Who becomes a general — and why — tells us a lot about whether our military is on the right or wrong track. The annual spring list of Army colonels promoted to brigadier generals will be shortly released. Already, rumors suggest that this year, unlike in the recent past, a number of maverick officers who have distinguished themselves fighting — and usually defeating — insurgents in Afghanistan and Iraq will be chosen.
For example, scholar-soldier Col. H. R. McMaster, Special Forces Col. Ken Tovo, and Col. Sean MacFarland — all of whom helped turn Sunni insurgents into allies — could, and should, make the cut.
These three colonels have had decorated careers in Iraq mastering the complexities of working with Iraqi forces in hunting down terrorists and insurgents. And they — like David Petraeus, the top U.S. commander in Iraq — in the past have not always reflected the Army establishment in Washington. Their unconventional views about counterinsurgency warfare do not hinge on high-tech weaponry, tanks, artillery, and rapid massed advance.
But most wars are rarely fought as planned. During the fighting, those who adjust most quickly to the unexpected tend to be successful. And in almost all of America’s past conflicts, our top commanders on the eve of war were not those who finished it.
Few in 1861 anticipated the carnage that would ensue in the American Civil War, in which massive armies collided with lethal new weapons — and depended on industrial production, electronic communications, and railroads.
Before the war broke out in 1861, the obscure U. S. Grant and William Tecumseh Sherman had failed at almost everything they had tried. But after the Union army was nearly wrecked by establishment generals — like Ambrose Burnside, Henry Halleck, Joseph Hooker, George McClellan, John Pope, and William Rosecrans (who were all wedded to the set style of Napoleonic warfare) — President Lincoln turned to his two generals who best understood modern warfare.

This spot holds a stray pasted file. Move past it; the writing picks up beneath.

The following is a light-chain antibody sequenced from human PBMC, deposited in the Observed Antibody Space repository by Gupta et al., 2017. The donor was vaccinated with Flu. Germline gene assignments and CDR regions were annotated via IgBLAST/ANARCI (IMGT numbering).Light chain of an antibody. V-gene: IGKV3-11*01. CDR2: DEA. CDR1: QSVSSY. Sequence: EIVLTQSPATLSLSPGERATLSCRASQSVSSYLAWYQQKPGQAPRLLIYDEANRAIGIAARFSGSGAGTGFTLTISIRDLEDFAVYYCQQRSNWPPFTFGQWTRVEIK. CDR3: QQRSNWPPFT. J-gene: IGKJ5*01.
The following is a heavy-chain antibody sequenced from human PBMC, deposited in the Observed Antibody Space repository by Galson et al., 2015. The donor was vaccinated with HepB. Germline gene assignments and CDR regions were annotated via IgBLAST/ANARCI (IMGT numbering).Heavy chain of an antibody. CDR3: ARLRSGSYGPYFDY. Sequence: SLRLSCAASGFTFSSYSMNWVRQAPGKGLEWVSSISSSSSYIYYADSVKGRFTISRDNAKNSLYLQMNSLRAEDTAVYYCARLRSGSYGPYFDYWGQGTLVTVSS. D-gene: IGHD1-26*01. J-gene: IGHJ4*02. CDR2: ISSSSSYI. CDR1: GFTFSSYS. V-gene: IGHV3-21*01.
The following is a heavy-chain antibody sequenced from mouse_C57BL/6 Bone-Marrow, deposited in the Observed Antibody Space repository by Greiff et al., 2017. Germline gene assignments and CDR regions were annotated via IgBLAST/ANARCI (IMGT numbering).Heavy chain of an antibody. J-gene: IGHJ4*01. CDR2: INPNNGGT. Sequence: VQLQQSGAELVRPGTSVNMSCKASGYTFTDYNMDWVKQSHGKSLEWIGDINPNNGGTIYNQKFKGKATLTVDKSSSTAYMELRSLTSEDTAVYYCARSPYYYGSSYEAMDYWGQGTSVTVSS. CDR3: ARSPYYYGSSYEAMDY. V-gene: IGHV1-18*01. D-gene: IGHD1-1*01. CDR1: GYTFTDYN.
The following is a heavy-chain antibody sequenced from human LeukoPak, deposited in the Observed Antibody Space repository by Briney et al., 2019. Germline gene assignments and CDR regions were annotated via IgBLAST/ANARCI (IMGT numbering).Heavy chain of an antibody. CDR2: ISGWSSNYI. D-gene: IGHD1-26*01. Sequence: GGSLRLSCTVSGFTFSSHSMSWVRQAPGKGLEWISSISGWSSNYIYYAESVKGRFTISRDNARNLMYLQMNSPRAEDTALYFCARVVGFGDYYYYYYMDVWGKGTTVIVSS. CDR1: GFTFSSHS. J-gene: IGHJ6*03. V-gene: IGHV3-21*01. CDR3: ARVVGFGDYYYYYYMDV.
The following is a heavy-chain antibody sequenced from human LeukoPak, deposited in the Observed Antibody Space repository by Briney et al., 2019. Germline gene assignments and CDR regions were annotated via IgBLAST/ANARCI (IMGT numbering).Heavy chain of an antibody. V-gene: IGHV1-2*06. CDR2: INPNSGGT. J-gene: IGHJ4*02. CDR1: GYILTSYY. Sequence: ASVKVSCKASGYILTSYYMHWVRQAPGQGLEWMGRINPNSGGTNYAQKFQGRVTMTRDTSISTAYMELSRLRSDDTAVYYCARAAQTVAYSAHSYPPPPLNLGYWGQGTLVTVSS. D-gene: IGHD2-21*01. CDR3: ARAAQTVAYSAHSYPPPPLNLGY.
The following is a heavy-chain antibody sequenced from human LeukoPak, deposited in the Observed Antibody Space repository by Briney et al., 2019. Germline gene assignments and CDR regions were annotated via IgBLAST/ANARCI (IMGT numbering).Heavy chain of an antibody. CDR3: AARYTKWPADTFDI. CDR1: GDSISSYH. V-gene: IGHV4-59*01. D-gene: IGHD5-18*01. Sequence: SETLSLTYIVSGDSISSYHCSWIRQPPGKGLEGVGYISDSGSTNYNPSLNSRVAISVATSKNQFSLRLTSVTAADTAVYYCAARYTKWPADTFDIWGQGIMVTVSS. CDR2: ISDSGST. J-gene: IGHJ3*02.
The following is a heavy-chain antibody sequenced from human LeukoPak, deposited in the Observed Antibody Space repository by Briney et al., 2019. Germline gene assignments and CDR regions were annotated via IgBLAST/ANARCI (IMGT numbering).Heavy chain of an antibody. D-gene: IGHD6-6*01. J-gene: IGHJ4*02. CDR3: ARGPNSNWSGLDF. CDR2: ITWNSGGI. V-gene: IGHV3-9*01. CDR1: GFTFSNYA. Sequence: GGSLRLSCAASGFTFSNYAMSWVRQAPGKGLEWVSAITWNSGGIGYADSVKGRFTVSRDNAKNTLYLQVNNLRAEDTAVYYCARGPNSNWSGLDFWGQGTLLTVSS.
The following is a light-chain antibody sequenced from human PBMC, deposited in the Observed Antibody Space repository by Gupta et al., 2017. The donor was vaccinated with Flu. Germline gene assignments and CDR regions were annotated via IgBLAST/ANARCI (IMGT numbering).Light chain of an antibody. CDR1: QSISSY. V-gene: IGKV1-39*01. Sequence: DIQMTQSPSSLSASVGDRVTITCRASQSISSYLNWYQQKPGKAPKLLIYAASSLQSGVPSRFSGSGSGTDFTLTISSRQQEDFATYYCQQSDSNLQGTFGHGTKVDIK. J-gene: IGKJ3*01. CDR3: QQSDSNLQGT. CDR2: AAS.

On the eve of World War II, Gen. George Marshall, the Army chief of staff, promoted a series of junior officers — Omar Bradley, J. Lawton Collins, Dwight Eisenhower, George Patton, Matthew Ridgway, and Maxwell Taylor — while retiring senior generals he felt had little idea of the new warfare of armored vehicles, rapid mobility, and close air support.
The Iraqi war is no exception. The brilliant and rapid invasion of Iraq in March and April 2003 required accomplished artillery and armor commanders — quite unlike the subsequent insurgency.
The terrorist bands that sprung up during the occupation were at first dealt with through conventional tactics and weapons. Only as American and Iraqi losses mounted did a few gifted officers begin to work with the Iraqis, learn the elements of successful counterinsurgency doctrine, and slowly win back the hearts and minds of the civilian population.
Now we will see whether the former mavericks can become incorporated into the military establishment. Will this wartime change in Pentagon thinking be enough — and in time? It depends on how many of the forward-thinking colonels get promoted and how much influence they wield.
A newly ascendant Gen. Sherman captured Atlanta in time to save Lincoln the election of 1864, and with it the Union cause itself. The successful invasion of Normandy and subsequent race to the Rhine would have been unimaginable without Gens. Bradley, Eisenhower, and Patton — all unknown colonels as late as 1940. So far, a few largely unheralded colonels in Iraq have salvaged the American cause.
The significance in the promotions of an H. R. McMaster or a Sean McFarland to general is not that they represent the nature of all future American wars. In fact, it is easy to conceive how a blow-up in North Korea or Iran would require a return to conventional military assets of heavy armor, firepower, and high-tech close air-ground support.
Instead, the issue is whether the military still remains flexible enough to find the right commanders for the right type of fighting at the right time — and is preparing for all sorts of diverse scenarios in an increasingly competitive and unpredictable world.
A common complaint is that a worn-out military has lost the peace in Iraq and should withdraw in defeat. In fact, recruitments in June exceeded the military’s goals, violence in Iraq is down, Shiite and Sunni terrorists are losing ground to the new military of a constitutional Iraq — and the junior American outsiders who engineered all that may soon be seniors on the inside.
– Victor Davis Hanson is the Martin and Illie Anderson senior fellow in classics and military history at the Hoover Institution.
© 2008 TRIBUNE MEDIA SERVICES, INC.